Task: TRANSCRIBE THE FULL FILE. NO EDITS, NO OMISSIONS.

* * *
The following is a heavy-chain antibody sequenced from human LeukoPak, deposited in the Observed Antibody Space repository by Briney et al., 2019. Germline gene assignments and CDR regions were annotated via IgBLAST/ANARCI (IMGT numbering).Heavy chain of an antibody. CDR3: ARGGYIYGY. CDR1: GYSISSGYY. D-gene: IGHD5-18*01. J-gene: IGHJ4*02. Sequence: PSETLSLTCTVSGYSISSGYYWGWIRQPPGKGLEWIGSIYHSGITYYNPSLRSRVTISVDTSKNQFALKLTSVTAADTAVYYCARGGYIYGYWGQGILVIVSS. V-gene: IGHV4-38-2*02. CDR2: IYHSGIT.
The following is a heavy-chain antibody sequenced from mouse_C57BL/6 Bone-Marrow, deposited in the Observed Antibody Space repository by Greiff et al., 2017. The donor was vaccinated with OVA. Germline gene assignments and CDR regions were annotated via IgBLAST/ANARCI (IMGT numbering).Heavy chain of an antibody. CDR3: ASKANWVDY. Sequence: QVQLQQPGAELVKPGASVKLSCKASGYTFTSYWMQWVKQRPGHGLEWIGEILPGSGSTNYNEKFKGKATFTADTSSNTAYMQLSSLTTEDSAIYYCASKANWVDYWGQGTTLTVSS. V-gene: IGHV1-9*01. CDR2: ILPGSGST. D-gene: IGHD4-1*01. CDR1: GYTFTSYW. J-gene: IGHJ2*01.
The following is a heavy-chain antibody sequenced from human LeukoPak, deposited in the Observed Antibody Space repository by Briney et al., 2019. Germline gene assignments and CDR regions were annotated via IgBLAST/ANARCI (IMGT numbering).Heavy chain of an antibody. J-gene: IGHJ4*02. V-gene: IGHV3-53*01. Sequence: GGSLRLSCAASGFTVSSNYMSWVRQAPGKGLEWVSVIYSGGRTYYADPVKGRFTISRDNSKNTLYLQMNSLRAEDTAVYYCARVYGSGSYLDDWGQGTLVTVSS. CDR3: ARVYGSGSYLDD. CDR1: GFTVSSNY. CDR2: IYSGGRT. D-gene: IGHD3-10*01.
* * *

The following is a heavy-chain antibody sequenced from human LeukoPak, deposited in the Observed Antibody Space repository by Briney et al., 2019. Germline gene assignments and CDR regions were annotated via IgBLAST/ANARCI (IMGT numbering).Heavy chain of an antibody. CDR3: ARGGYIYGY. CDR1: GYSISSGYY. D-gene: IGHD5-18*01. J-gene: IGHJ4*02. Sequence: PSETLSLTCTVSGYSISSGYYWGWIRQPPGKGLEWIGSIYHSGITYYNPSLRSRVTISVDTSKNQFALKLTSVTAADTAVYYCARGGYIYGYWGQGILVIVSS. V-gene: IGHV4-38-2*02. CDR2: IYHSGIT.
The following is a heavy-chain antibody sequenced from mouse_C57BL/6 Bone-Marrow, deposited in the Observed Antibody Space repository by Greiff et al., 2017. The donor was vaccinated with OVA. Germline gene assignments and CDR regions were annotated via IgBLAST/ANARCI (IMGT numbering).Heavy chain of an antibody. CDR3: ASKANWVDY. Sequence: QVQLQQPGAELVKPGASVKLSCKASGYTFTSYWMQWVKQRPGHGLEWIGEILPGSGSTNYNEKFKGKATFTADTSSNTAYMQLSSLTTEDSAIYYCASKANWVDYWGQGTTLTVSS. V-gene: IGHV1-9*01. CDR2: ILPGSGST. D-gene: IGHD4-1*01. CDR1: GYTFTSYW. J-gene: IGHJ2*01.
The following is a heavy-chain antibody sequenced from human LeukoPak, deposited in the Observed Antibody Space repository by Briney et al., 2019. Germline gene assignments and CDR regions were annotated via IgBLAST/ANARCI (IMGT numbering).Heavy chain of an antibody. J-gene: IGHJ4*02. V-gene: IGHV3-53*01. Sequence: GGSLRLSCAASGFTVSSNYMSWVRQAPGKGLEWVSVIYSGGRTYYADPVKGRFTISRDNSKNTLYLQMNSLRAEDTAVYYCARVYGSGSYLDDWGQGTLVTVSS. CDR3: ARVYGSGSYLDD. CDR1: GFTVSSNY. CDR2: IYSGGRT. D-gene: IGHD3-10*01.